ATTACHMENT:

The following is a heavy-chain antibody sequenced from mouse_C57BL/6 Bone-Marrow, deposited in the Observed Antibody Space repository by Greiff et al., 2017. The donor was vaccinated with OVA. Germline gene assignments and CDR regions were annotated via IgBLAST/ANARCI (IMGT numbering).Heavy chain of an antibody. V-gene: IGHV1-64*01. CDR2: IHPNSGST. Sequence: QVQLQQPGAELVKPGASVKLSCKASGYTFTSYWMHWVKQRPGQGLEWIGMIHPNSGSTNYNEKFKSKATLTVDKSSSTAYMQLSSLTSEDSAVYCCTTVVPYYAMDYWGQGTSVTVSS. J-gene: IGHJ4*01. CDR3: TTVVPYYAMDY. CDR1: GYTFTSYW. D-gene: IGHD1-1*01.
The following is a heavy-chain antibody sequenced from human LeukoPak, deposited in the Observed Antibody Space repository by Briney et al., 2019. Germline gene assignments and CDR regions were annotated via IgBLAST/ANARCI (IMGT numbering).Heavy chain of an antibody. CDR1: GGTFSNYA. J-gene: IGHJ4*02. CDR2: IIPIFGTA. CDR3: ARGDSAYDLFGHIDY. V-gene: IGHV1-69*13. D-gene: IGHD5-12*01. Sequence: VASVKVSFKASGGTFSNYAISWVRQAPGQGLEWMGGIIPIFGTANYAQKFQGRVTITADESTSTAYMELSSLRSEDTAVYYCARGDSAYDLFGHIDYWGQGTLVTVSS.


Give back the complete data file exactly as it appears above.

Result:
The following is a heavy-chain antibody sequenced from mouse_C57BL/6 Bone-Marrow, deposited in the Observed Antibody Space repository by Greiff et al., 2017. The donor was vaccinated with OVA. Germline gene assignments and CDR regions were annotated via IgBLAST/ANARCI (IMGT numbering).Heavy chain of an antibody. V-gene: IGHV1-64*01. CDR2: IHPNSGST. Sequence: QVQLQQPGAELVKPGASVKLSCKASGYTFTSYWMHWVKQRPGQGLEWIGMIHPNSGSTNYNEKFKSKATLTVDKSSSTAYMQLSSLTSEDSAVYCCTTVVPYYAMDYWGQGTSVTVSS. J-gene: IGHJ4*01. CDR3: TTVVPYYAMDY. CDR1: GYTFTSYW. D-gene: IGHD1-1*01.
The following is a heavy-chain antibody sequenced from human LeukoPak, deposited in the Observed Antibody Space repository by Briney et al., 2019. Germline gene assignments and CDR regions were annotated via IgBLAST/ANARCI (IMGT numbering).Heavy chain of an antibody. CDR1: GGTFSNYA. J-gene: IGHJ4*02. CDR2: IIPIFGTA. CDR3: ARGDSAYDLFGHIDY. V-gene: IGHV1-69*13. D-gene: IGHD5-12*01. Sequence: VASVKVSFKASGGTFSNYAISWVRQAPGQGLEWMGGIIPIFGTANYAQKFQGRVTITADESTSTAYMELSSLRSEDTAVYYCARGDSAYDLFGHIDYWGQGTLVTVSS.